June 6, 2010 - Laumeier Sculpture Park - Brandon Anschultz in 8th Kranzberg Exhibition Series
June 6, 2010

Brandon Anschultz in 8th Kranzberg Exhibition Series

Left: Brandon Anschultz
Approximately 1350 Hours of Painting and 2 Hours of Woodchipping, 2002-2010
17 paintings, acrylic, oil, enamel, gouache and polyurethane on plywood and MDF, poly film
Right: Brandon Anschultz
For H.O., 2010
Oil on canvas and MDF
Courtesy of the artist and Philip Slein Gallery, St. Louis

Brandon Anschultz:
Stick Around for Joy

June 11 – September 26, 2010

Opening Reception: June 11, 6-8:00 p.m.

12580 Rott Road
St. Louis, Missouri 63127 USA
314-615-5278

www.laumeier.org

Laumeier Sculpture Park, in collaboration with Longue Vue House and Gardens in New Orleans, presents Brandon Anschultz: Stick Around for Joy. The exhibition is the eighth installment of the Kranzberg Exhibition Series which features artists from the St. Louis region each year. Anschultz describes his work as an intersection of painting and sculpture—a juncture that will serve as the basis for his installations throughout the galleries. A series of new works by Anschultz will respond to the domestic nature of the former estate house at Laumeier. The exhibition will meander through Laumeier’s indoor galleries and also include the artist’s first outdoor artwork—his largest sculpture to date.

Following its run at Laumeier, the exhibition will inaugurate The River Between Us series by travelling to Longue Vue where Anschultz will reconfigure the work to interact with Longue Vue’s unique spaces (November 12, 2010 to February 6, 2011).

The title of the exhibition, Stick Around for Joy, is appropriated from the Sugarcubes’ 1992 album of the same name. “The album and the band were really important to me at the pivotal time coming out of high school, entering college and deciding to become an artist,” said Anschultz. “A punk band from Iceland was about as far as you could get in Judsonia, Arkansas.” Stick Around for Joy reflects the vague optimism the artist sees in his work. “It resonates from the playfulness of material improvisation, exploration and chance that is inherent in the work,” said Anschultz.

Anschultz has a history of shape-shifting painting, sculpture and architecture. In the exhibition, he shows a subtle evasiveness with a group of three paintings related by a process of direct contact—sharing paint as they are physically pressed together during their making. The works are intentionally located in three separate galleries to de-emphasize the creative process—they are instead, emblematic of relatives or lovers that have moved apart. Anschultz is far brasher in his strategy with Approximately 1350 Hours of Painting and 2 Hours of Woodchipping, 2002–2010, a piece in which 17 of the artist’s paintings were shredded in a wood chipper and comingled in the shape of a column, acting at once as a collection of rubble and a monument to the many works now united as one. In the work 17 to 1, 2010, he uses a portion of the gallery to combine previously discreet objects into a new site-specific work. Anschultz found and painted architectural features and walls that directly reference his vernacular as an artist. The area includes a perfectly anchored painting and a smaller “mulch” sculpture jutting from the wall on a plinth, extending the piece and wall color into the room. This inventive adaptation—creating a new work in relation to the site and stronger dialogue between extant works—amply demonstrates Anschultz’s creative strength.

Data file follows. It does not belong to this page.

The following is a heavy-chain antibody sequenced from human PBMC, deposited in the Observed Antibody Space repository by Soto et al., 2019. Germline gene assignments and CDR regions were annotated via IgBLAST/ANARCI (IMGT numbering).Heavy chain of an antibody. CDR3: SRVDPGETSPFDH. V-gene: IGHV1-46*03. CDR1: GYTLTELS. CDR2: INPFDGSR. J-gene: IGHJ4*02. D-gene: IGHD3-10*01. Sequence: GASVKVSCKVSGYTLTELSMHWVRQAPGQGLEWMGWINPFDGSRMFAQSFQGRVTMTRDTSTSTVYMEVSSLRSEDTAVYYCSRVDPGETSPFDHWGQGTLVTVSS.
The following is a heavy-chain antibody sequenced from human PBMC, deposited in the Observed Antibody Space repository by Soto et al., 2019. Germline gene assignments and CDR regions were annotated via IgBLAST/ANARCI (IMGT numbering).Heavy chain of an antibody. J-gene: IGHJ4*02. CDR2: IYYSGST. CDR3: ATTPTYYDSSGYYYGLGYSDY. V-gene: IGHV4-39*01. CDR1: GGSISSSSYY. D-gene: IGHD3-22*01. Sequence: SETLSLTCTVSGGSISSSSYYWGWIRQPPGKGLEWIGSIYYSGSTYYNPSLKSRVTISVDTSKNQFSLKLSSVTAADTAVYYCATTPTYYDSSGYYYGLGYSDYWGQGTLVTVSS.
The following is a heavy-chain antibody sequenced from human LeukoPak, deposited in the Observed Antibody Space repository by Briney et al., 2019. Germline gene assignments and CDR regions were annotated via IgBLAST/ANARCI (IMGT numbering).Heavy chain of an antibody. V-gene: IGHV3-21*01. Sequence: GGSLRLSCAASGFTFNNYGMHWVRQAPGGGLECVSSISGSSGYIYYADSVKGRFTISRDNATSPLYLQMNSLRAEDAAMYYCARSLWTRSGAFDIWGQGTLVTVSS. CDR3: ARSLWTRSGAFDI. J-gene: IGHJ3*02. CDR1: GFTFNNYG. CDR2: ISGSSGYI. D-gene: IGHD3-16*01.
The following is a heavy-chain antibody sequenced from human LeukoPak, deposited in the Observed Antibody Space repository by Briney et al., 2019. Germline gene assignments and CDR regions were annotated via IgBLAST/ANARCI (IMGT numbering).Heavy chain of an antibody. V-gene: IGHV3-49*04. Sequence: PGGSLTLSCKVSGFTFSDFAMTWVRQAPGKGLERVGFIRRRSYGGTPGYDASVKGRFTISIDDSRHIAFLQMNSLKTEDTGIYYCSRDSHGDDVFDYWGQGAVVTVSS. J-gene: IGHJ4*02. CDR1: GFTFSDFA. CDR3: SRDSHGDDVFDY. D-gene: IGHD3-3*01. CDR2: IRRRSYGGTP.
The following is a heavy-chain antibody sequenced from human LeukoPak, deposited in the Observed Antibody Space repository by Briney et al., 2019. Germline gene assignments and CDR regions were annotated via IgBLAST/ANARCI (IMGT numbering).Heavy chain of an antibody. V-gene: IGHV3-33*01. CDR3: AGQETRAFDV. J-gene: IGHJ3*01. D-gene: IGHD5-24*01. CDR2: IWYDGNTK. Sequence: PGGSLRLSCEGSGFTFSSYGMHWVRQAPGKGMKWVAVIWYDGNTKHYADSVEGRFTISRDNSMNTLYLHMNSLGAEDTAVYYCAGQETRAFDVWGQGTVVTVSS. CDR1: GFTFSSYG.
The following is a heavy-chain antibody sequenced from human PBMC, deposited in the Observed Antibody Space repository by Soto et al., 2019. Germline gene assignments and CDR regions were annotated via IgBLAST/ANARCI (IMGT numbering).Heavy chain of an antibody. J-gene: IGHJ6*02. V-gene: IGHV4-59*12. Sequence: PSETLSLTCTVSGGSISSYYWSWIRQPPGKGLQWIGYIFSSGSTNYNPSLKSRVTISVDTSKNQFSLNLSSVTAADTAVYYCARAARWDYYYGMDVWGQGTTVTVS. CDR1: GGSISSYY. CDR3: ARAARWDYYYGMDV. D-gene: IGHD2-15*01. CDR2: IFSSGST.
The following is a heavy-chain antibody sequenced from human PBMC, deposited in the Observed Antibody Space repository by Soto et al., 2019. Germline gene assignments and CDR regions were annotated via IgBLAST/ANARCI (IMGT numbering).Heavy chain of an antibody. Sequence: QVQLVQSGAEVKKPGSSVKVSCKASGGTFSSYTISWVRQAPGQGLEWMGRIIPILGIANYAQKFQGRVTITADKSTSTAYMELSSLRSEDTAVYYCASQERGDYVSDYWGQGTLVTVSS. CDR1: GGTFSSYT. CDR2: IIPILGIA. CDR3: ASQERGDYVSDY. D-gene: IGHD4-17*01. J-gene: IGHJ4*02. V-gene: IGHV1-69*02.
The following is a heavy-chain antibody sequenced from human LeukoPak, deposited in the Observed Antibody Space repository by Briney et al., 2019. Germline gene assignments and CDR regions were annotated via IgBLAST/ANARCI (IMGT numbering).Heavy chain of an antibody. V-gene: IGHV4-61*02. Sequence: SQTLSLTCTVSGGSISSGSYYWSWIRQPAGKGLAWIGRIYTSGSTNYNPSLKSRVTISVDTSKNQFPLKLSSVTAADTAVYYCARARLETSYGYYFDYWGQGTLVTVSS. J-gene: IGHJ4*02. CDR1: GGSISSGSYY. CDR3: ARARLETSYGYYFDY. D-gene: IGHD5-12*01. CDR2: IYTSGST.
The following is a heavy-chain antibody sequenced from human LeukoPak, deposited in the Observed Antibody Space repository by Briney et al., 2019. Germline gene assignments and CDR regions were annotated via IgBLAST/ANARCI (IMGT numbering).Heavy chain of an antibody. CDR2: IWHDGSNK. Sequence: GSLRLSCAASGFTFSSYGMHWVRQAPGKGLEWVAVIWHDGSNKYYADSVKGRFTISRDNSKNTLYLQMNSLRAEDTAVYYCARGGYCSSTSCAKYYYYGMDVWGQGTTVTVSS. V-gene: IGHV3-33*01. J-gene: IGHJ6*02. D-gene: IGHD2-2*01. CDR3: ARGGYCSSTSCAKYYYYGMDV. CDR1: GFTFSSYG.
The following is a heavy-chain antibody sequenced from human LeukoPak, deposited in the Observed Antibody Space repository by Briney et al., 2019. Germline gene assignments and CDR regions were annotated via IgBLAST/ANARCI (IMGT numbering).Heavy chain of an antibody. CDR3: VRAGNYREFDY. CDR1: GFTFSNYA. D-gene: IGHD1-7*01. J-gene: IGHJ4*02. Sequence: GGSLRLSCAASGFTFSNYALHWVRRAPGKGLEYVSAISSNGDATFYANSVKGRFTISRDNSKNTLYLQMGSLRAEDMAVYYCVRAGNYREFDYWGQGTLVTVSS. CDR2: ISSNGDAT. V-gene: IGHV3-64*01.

Brandon Anschultz was born in Judsonia, Arkansas and currently lives and works in St. Louis. He received his BFA from Louisiana Tech University and his MFA from Washington University in St. Louis. Anschultz has had recent solo exhibitions at the Center of Creative Arts, White Flag Projects, and Philip Slein Gallery all in St. Louis; @Space Contemporary in Santa Ana, California; and Stony Brook University, Stony Brook, New York. Recent group exhibitions include Front Desk Apparatus in New York; Monte Vista Projects in Los Angeles; the Brooks Museum of Art, Memphis; the Daum Museum of Contemporary Art, Sedalia, Missouri; The Dolphin Gallery and Urban Culture Project’s La Esquina, in Kansas City and Sun Yat Sen Memorial Hall, Taipei, Taiwan.

Gallery Talk

Laumeier will present a gallery talk for the general public on Wednesday, September 8, at 6:00 p.m. in Laumeier’s Indoor Galleries. Brandon Anschultz and Joe Baker, Director and Chief Curator at Longue Vue House and Gardens in New Orleans, will discuss the work created in response to the two historic homes of Laumeier and Longue Vue and the process involved in creating the partnership exhibition.

Support for the exhibition is provided by St. Louis County Parks, the Missouri Arts Council, the Regional Arts Commission, the Arts and Education Council of St. Louis, the Mark Twain Laumeier Fund, Nancy and Ken Kranzberg, the Kranzberg Exhibition Series Fund, the University of Missouri-St. Louis and Philip Slein Gallery.

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